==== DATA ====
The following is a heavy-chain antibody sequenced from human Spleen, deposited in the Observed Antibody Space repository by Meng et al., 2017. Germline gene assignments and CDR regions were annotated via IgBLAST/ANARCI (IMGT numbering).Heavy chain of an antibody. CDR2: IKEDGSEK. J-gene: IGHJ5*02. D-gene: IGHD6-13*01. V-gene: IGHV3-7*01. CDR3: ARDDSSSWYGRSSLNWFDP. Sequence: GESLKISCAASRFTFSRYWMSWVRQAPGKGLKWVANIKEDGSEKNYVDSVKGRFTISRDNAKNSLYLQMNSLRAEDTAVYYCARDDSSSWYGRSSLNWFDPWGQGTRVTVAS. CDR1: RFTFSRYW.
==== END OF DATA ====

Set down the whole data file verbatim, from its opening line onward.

The following is a heavy-chain antibody sequenced from human Spleen, deposited in the Observed Antibody Space repository by Meng et al., 2017. Germline gene assignments and CDR regions were annotated via IgBLAST/ANARCI (IMGT numbering).Heavy chain of an antibody. CDR2: IKEDGSEK. J-gene: IGHJ5*02. D-gene: IGHD6-13*01. V-gene: IGHV3-7*01. CDR3: ARDDSSSWYGRSSLNWFDP. Sequence: GESLKISCAASRFTFSRYWMSWVRQAPGKGLKWVANIKEDGSEKNYVDSVKGRFTISRDNAKNSLYLQMNSLRAEDTAVYYCARDDSSSWYGRSSLNWFDPWGQGTRVTVAS. CDR1: RFTFSRYW.